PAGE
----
I regret to you inform you that what you are about to read is a positive review of some very terrible things. As a critic, it is my job to put aside moral and ethical considerations and judge art on the basis of its aesthetics, a word which here means “how it looks and sounds and if it creates a coherent world.” In the case of “A Bad Beginning, Part One,” I can say that this television series has an effective and consistent look and sound. Its world is, at least for now, a coherent one, and it is populated by, so far as it is possible for me to judge, talented actors. But it is a terrible pity to see such able craftspeople (and here I include, in addition to the cast, the many lighting technicians, scriptwriters, directors, costume designers, and computer programmers who clearly spent many hours to adapt this dire saga) put their efforts to such ill ends. As a critic, I find much to praise here. But as a human being, all I can do is weep.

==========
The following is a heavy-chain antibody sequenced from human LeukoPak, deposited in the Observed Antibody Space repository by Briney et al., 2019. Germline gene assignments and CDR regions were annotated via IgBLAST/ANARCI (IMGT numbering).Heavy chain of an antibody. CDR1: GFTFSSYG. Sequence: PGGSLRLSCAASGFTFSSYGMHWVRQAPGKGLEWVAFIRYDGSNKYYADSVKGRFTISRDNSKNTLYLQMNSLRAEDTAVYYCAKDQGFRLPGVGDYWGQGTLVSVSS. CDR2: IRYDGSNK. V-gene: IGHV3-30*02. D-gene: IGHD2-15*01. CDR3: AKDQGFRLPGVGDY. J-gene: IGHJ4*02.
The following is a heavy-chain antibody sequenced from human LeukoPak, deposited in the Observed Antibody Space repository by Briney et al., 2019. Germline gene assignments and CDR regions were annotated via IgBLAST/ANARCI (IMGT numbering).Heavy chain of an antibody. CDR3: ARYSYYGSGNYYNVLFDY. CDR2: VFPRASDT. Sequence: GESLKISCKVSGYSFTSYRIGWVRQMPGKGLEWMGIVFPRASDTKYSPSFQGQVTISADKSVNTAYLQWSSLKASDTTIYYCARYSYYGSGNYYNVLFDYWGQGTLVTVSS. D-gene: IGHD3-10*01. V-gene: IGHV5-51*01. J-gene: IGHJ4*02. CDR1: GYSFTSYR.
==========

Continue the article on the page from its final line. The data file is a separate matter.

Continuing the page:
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Anyhoo, “A Bad Beginning, Part One” introduces us to the Baudelaire orphans, left to fend for themselves after a terrible fire destroys their home and, apparently, their parents. Violet (Malina Weissman), the eldest, has a talent for inventing useful and unexpected devices; Klaus (Louise Hynes), the middle child, enjoys reading and research; and Sunny (Presley Smith) is a baby who excels at biting things. They are all three of them delightful, and it is my sad duty to report that within minutes of the beginning of this first episode (first here being a word that implies “more to come,” oh dear), they find themselves without a home or available parent. Even worse, they are soon placed under the vile and detestable care of the malevolent and despicable Count Olaf (Neil Patrick Harris), a bad actor and worse guardian. Also, he sings.